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so I've been trying to start a new project that focuses on procedural room generation similar to what is seen in Binding of Isaac.

I plan to have the code use a QuadTree to help determine where rooms should be placed. Each node in the quad tree represents any of the possible 4 directions the next room can be placed.

The problem is this. I'm not sure where to start when trying to implement the QTree and haven't found good resources on the topic. Most implementations of QuadTrees in a procedural generation context use them for partitioning spaces and placing rooms within the partitioned spaces. Not sure if that's what I want to achieve. I'm also unsure of weather I should be going in this direction or if there's a more optimal solution?

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  • \$\begingroup\$ I am not sure why you are trying to make the implementation fit the data structure and not the other way around, I mean using the appropriate data structure for the problem. You didn't describe your algorithm for instance \$\endgroup\$ – concept3d Feb 8 '15 at 8:09
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As already stated in others comments I think you might be using the quadtree concept to solve the wrong problem.

I spend most of my time managing massive amounts of data working with voxels and even I don't touch quad trees for anything related to generating my world data.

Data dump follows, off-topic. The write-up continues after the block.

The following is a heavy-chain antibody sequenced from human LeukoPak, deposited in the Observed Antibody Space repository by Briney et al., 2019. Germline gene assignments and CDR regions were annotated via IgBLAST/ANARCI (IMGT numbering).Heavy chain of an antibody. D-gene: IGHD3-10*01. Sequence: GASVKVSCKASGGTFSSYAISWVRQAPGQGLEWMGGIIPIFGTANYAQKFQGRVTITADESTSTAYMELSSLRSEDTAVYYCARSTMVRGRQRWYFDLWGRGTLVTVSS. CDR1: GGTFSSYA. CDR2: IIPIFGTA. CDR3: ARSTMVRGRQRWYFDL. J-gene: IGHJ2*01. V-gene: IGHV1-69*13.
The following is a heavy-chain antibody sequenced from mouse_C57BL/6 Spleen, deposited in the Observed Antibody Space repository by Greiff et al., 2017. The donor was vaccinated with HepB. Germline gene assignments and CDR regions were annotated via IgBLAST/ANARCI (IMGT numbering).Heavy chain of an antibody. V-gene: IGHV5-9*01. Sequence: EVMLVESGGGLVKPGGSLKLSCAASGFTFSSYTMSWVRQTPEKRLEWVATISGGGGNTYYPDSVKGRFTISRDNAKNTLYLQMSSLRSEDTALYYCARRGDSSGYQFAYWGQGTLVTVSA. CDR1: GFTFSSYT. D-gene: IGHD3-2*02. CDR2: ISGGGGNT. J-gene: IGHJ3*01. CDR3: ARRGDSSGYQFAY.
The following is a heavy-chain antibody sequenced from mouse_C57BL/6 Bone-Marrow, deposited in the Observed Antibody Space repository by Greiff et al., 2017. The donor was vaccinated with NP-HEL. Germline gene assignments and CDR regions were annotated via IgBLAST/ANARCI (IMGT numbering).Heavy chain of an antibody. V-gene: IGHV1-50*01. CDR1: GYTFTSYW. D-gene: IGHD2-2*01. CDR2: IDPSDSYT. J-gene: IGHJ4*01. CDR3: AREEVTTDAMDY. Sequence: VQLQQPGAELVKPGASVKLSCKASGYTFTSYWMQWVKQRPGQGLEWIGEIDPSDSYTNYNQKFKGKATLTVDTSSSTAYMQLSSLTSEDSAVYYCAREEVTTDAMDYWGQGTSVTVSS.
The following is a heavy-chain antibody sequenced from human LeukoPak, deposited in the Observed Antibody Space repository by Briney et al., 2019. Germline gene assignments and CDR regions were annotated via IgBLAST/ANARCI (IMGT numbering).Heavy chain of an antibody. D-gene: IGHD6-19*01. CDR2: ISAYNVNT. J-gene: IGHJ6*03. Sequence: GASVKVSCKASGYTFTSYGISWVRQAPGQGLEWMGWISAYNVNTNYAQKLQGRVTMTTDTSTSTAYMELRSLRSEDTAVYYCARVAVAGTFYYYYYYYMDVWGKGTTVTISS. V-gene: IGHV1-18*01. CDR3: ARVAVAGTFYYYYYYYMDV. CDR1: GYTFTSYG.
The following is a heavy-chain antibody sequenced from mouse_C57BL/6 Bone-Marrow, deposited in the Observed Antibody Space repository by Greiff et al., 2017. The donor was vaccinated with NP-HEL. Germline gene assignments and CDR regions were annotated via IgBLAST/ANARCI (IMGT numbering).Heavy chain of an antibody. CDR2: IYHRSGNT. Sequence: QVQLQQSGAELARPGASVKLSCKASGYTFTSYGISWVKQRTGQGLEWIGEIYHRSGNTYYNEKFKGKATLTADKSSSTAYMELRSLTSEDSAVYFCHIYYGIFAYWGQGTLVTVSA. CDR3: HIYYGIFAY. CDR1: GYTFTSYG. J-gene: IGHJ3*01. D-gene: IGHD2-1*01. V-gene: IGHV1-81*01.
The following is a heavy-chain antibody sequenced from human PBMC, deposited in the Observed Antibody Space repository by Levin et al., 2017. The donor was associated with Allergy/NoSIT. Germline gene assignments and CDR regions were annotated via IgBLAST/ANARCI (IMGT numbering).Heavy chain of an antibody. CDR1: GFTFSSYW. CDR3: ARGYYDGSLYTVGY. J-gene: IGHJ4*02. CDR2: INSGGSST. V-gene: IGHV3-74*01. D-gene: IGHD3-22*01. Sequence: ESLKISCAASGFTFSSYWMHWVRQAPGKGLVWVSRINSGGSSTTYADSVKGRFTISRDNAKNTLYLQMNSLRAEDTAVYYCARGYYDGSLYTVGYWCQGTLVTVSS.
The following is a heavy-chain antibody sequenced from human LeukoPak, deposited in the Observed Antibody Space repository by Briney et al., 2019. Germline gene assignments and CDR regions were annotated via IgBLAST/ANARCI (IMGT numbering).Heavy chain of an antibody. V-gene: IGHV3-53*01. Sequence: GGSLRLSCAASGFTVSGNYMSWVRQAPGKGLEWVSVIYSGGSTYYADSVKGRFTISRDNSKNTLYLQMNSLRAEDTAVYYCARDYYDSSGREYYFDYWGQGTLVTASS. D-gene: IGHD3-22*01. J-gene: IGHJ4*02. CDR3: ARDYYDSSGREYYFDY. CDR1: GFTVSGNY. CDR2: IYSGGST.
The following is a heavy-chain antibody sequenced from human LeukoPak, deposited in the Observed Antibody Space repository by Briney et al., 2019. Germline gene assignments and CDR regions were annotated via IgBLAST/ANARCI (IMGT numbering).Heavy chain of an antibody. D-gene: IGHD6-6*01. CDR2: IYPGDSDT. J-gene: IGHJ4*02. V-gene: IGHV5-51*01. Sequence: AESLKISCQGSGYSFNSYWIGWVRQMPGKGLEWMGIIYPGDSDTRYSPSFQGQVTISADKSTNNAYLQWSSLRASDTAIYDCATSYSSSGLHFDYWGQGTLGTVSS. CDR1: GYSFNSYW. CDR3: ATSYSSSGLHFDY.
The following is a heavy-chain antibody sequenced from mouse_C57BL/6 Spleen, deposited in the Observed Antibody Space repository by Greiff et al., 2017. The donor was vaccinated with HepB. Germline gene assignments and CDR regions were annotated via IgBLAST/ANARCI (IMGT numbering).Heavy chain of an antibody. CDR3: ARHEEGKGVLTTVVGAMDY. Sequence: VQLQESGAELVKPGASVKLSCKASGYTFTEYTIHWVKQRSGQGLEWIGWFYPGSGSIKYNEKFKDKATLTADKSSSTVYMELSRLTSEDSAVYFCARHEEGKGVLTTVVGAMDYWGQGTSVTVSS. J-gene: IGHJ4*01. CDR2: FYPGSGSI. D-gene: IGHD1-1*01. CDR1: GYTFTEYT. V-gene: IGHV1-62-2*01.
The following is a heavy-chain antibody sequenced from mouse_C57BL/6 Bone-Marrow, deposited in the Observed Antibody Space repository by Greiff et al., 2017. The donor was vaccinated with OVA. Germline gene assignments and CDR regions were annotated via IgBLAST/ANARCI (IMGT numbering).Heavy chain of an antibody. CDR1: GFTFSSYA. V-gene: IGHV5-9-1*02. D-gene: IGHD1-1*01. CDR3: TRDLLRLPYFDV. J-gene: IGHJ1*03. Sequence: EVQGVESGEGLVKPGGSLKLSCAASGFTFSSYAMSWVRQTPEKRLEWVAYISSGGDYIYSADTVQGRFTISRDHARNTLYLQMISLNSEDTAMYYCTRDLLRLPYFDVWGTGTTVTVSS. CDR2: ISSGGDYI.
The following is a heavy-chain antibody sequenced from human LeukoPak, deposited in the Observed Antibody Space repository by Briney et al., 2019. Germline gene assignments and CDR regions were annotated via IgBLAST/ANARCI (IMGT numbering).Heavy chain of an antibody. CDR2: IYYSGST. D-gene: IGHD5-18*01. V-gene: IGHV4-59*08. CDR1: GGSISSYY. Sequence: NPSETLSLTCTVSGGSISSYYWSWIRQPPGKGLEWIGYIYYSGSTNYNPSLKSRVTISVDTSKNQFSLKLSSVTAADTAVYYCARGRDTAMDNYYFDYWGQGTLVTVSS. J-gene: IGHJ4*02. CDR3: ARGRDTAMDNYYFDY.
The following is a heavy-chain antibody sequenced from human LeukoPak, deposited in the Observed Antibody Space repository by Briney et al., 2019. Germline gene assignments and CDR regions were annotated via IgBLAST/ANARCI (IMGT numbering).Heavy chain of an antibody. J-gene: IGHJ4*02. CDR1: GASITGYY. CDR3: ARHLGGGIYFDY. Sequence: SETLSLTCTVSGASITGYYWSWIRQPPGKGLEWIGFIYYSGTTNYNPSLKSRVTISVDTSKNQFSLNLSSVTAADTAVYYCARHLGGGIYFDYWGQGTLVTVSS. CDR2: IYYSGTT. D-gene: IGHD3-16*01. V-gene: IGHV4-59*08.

The purpose of the quad tree is to help manage and work with your rendered world so it really has no place when thinking about generating your world.

The concept of building dungeons in the way you mention though is well known ...

http://www.roguebasin.com/index.php?title=Dungeon-Building_Algorithm

http://journal.stuffwithstuff.com/2014/12/21/rooms-and-mazes/

...

Once you have your algorithm implemented for generating the raw data that represents your maze you can start to think about rendering it, for that you may or may not need to a quad tree.

If it's a typical rogue like you could get away with not using one at all and avoid the complication of it altogether, most I've seen building these sorts of games simply uses an array of cells that they move around in a grid loading and unloading the edges as needed.

My advice: Go back to basics and only use a qudtree if you absolutely need it.

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It seams like the world is not big. The benefits of qadtrees is not really what you need if it's not a big world and you want to do fast search. I would recommend using a 2D array instead. If you want it to be dynamic use a dictionary of dictionaries of rooms using x and y indexes as keys.

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